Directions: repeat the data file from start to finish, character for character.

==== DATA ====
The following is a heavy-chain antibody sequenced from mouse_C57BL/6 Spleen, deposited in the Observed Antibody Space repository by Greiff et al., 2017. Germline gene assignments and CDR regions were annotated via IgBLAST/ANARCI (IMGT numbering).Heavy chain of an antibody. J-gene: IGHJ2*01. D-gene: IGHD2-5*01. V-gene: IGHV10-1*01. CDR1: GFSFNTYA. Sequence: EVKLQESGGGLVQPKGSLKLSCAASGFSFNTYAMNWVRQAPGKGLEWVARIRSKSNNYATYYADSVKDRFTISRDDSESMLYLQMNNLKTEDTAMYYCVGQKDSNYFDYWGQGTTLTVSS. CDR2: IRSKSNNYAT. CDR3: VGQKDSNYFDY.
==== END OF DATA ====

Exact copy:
The following is a heavy-chain antibody sequenced from mouse_C57BL/6 Spleen, deposited in the Observed Antibody Space repository by Greiff et al., 2017. Germline gene assignments and CDR regions were annotated via IgBLAST/ANARCI (IMGT numbering).Heavy chain of an antibody. J-gene: IGHJ2*01. D-gene: IGHD2-5*01. V-gene: IGHV10-1*01. CDR1: GFSFNTYA. Sequence: EVKLQESGGGLVQPKGSLKLSCAASGFSFNTYAMNWVRQAPGKGLEWVARIRSKSNNYATYYADSVKDRFTISRDDSESMLYLQMNNLKTEDTAMYYCVGQKDSNYFDYWGQGTTLTVSS. CDR2: IRSKSNNYAT. CDR3: VGQKDSNYFDY.